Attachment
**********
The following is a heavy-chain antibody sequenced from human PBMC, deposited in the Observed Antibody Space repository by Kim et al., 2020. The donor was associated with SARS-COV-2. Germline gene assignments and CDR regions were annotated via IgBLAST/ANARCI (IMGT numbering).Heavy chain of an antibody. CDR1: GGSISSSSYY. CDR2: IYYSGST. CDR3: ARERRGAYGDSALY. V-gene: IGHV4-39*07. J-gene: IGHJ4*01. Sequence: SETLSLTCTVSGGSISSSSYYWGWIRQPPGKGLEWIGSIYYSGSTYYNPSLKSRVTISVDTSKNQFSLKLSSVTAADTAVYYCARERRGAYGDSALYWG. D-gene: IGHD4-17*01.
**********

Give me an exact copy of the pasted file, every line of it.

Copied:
The following is a heavy-chain antibody sequenced from human PBMC, deposited in the Observed Antibody Space repository by Kim et al., 2020. The donor was associated with SARS-COV-2. Germline gene assignments and CDR regions were annotated via IgBLAST/ANARCI (IMGT numbering).Heavy chain of an antibody. CDR1: GGSISSSSYY. CDR2: IYYSGST. CDR3: ARERRGAYGDSALY. V-gene: IGHV4-39*07. J-gene: IGHJ4*01. Sequence: SETLSLTCTVSGGSISSSSYYWGWIRQPPGKGLEWIGSIYYSGSTYYNPSLKSRVTISVDTSKNQFSLKLSSVTAADTAVYYCARERRGAYGDSALYWG. D-gene: IGHD4-17*01.